Grape prices at farm level, such as this one in Franschhoek, Western Cape, are expected to trend upwards. Picture: Tiso
Grape prices at farm level, such as this one in Franschhoek, Western Cape, are expected to trend upwards. Picture: Tiso

The Western Cape’s agribusiness sector looks set for growth in the coming years with the province’s trade and investment promotion agency announcing that it has landed committed investments in the sector amounting to R756m.

This is expected to create more than  1,400 jobs over the next five years, according to Wesgro’s annual review for the 2017/18 financial year. 

Wesgro is the province’s trade and investment promotion agency. US- founded Cape Town headquartered Marathon Restaurant Group, recently invested R300m in developing Pizza Hut, fast-casual restaurants in the Western Cape, creating 700 jobs.

The agribusiness sector is one of the most important components of the Western Cape economy. It lies at the heart of the region’s ability to drive economic development, contributing billions to the regional GDP, says Wesgro.  The region exports 70% of all South African beverages and spirits, and 96% of its wine.

Factoring various other investment commitments in key sectors of the local economy, Wesgro said Cape  Town and the Western Cape’s economy is expected to receive at least a R10,25bn boost over the next five years, helping create more than 7,900 full time  and part time jobs during the period.

During the past financial year Wesgro’s International Trade Promotion Unit facilitated the signing of 53 business agreements with an estimated economic value of R2.83bn over the next five years, and is expected to create 679 jobs.

The Western Cape’s air-access strategy to create direct links with other countries is also beginning to bear fruit. The provincial economic development & tourism department developed the strategy in partnership with Wesgro, the city and Airports Company SA.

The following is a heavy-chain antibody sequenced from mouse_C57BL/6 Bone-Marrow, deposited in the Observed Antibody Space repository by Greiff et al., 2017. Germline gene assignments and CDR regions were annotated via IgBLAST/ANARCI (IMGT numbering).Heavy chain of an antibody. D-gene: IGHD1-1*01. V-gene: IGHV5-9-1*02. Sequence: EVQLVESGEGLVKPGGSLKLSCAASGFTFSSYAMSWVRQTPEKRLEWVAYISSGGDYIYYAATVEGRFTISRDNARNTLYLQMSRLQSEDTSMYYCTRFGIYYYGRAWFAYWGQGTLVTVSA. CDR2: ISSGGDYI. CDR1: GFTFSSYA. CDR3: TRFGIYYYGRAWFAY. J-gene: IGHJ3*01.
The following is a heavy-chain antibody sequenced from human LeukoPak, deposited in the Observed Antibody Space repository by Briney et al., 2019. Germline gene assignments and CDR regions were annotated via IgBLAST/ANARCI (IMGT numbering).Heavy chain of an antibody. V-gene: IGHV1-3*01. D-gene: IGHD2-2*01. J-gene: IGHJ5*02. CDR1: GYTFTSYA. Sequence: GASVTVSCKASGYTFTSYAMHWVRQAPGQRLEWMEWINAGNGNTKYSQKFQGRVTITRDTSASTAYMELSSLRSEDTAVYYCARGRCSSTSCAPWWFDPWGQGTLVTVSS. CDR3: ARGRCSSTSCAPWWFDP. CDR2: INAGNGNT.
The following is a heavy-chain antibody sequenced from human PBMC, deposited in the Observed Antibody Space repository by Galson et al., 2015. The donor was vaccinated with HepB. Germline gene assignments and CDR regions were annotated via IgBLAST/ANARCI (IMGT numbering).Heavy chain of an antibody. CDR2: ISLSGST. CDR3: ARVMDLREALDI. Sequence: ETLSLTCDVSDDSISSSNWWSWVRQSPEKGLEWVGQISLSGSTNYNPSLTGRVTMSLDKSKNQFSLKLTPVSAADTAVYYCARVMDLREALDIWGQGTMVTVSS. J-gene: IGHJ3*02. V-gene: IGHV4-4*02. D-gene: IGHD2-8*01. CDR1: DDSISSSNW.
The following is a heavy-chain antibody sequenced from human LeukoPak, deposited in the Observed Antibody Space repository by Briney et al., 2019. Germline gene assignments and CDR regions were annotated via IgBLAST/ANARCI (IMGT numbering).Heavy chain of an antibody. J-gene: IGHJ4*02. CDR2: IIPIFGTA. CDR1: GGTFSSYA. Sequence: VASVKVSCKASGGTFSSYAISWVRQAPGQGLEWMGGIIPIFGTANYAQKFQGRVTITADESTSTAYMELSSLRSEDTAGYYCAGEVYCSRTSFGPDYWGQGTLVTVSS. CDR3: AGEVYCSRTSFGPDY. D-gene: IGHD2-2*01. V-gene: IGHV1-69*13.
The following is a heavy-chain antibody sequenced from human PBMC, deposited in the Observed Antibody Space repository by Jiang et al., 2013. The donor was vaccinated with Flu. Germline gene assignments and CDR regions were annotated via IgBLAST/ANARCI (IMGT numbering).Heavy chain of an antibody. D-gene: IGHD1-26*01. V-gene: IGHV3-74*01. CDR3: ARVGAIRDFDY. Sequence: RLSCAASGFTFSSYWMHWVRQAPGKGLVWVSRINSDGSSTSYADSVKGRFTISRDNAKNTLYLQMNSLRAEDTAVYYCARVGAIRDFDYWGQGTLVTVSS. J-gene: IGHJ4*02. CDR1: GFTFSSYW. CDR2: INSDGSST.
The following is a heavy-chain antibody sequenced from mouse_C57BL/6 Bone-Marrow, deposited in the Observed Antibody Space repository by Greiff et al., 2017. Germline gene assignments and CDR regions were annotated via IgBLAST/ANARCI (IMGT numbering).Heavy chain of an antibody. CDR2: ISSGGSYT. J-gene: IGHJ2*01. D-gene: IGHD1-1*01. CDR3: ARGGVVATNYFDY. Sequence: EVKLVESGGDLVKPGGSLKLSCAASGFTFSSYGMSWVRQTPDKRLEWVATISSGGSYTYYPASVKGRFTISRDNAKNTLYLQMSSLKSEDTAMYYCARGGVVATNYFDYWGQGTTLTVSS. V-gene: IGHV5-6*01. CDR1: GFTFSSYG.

“In just three years, this initiative has helped land 13 new routes and 18  route expansions, adding an additional 750,000 inbound seats to Cape Town International  Airport. These additional passengers have spent an estimated R6bn in the Cape  economy. During the financial year in review, the economic impact of  the project is estimated to be R2bn,” Wesgro said in its annual review.

Economic opportunities MEC Beverley Schafer said: “A few weeks ago, Wesgro launched its campaign aimed at the international investor  market, with the tagline ‘a place of more’. These numbers for the 2017/18 year show that we are indeed a place of more — more jobs, more investment and more opportunities to grow the economy.”

However, Wesgro bemoaned the severe drought which hit the province during the year under review, saying it had had serious negative effect on tourism sector.  The tourism sector is key for the Western Cape economy and the province is widely regarded as SA’s most attractive tourism destination . The sector contributes about 9% to SA’s GDP. The National Development Plan has earmarked tourism as one of the main drivers of economic growth and employment.

Wesgro CEO Tim Harris said the agency had launched a campaign to try to boost the sector.

“At the beginning of September #ItsAllStillHere  tourism campaign was launched. Consisting of three short, shareable videos it profiles the Cape’s top surfing talent, natural beauty, and world-class surf  conditions. The campaign acknowledges that although our region has suffered its  worst drought in history, we have got through the crisis and our extraordinary destination  is ‘all still here’”.

phakathib@businesslive.co.za

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